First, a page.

August 18, 2008

Carrying The Future

I was really moved by the keynote address at the Babywearing Conference this past June in Chicago.'s founder, Jen Norton, was the main speaker, and her journey in motherhood was one we all can probably relate to in many ways.

Her babywearing adventures began by just picking up some books by Dr. Sears as well as The Continuum Concept. She had guilt about how she parented her first child, and resolved to do things differently for the next baby.

She found that it felt good to be close to her child, that parenting could be a positive experience, and she wanted to share this with others. At the time, there was not enough solid research to support babywearing despite the fact that it was just plain common sense and had been around for so long in many other countries.

Jen noticed obstacles for widespread babywearing... there were definitely studies about the benefits of Kangaroo Care- showing that stimulation & movement was good for development, touch, and communication. And all of that indirectly supports babywearing. But it was all about the benefits to the baby, and not about the Mom. And it just makes sense that babies get the best care when Mothers are happy and supported.

She started reading about maternal well being and how babywearing could help the Mother's state of mind. It's been found that the emotional and psychological benefits of babywearing is linked to the continuing of the womb-like environment when babies are carried close. It's snug and warm with constant contact & movement. Babies cry less when carried on a regular basis, which means they are happier and give contented feedback to their mother, with quiet alert times. They sleep and eat better, and are overall more positive than babies that are not carried on a regular basis.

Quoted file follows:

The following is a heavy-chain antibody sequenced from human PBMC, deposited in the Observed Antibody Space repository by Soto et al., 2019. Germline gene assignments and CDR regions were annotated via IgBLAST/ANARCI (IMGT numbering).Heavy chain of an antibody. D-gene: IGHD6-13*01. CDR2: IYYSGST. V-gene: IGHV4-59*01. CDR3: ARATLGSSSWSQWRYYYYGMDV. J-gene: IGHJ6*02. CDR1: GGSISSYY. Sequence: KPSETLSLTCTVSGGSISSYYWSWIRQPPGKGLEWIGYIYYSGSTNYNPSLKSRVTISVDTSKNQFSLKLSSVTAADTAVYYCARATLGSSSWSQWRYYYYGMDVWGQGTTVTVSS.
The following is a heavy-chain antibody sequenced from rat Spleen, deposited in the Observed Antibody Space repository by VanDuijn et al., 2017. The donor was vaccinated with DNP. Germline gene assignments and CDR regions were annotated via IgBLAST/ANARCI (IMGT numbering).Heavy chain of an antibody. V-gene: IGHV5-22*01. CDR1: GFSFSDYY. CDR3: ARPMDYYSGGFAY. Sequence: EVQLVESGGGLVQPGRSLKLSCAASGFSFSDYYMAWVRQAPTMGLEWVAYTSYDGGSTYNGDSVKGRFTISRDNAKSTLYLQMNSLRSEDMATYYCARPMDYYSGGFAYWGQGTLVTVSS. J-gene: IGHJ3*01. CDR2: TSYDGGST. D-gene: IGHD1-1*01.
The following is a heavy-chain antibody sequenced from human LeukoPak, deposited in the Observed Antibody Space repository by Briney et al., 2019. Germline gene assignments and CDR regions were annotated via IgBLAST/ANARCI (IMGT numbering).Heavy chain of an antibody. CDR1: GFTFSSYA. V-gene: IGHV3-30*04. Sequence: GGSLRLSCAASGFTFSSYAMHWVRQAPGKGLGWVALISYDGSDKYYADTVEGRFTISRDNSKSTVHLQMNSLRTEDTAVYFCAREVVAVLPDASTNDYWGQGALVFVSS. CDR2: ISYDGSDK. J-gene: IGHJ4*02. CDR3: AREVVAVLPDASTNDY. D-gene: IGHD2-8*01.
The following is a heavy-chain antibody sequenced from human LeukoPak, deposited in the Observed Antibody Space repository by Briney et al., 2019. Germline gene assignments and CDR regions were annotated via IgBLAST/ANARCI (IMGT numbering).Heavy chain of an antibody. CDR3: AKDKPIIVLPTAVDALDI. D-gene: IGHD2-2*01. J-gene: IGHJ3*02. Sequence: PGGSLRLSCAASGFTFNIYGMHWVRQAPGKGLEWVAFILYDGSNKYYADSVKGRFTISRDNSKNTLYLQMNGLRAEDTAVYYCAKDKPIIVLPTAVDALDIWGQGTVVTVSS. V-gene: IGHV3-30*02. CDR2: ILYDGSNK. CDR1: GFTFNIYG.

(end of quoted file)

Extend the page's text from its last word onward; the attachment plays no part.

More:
So, this leaves the mother feeling a sense of competence- and you know how good it is to feel like we're doing a good job as a Mom!

It's a lovely waltz... Mother & baby interact more as babies are worn close. There is good verbal and physical contact, and naturally Mom learns to recognize baby's needs better. It's a dance they learn together and more quickly through babywearing as the bonding process is enhanced.

Jen explained an interesting experiment with a group of mothers that had babies with baby carriers and a group without. The babywearing group was found to be more securely attached as mother & child, the mother's sensitivity was higher and those mothers appeared to experience more joy in parenting than the non-babywearing group.

Now, one important note that Jen expressed with her heart was- that because a Mother's need for support is so very necessary in feeling like she is doing a good job as a Mom- we mustn't ever criticize someone for not wearing their baby. We should never make another Mother feel less-than or that what she is doing is wrong. If it works for her, that is what is most important. These findings about the benefits of babywearing that Jen Norton was sharing is what has been found through her extensive research, and while I hope that every Mom could experience the bliss of babywearing that I've known in my own life, I can not expect every Mom to be just like me. I want the "every Mom" to be just who she needs to be.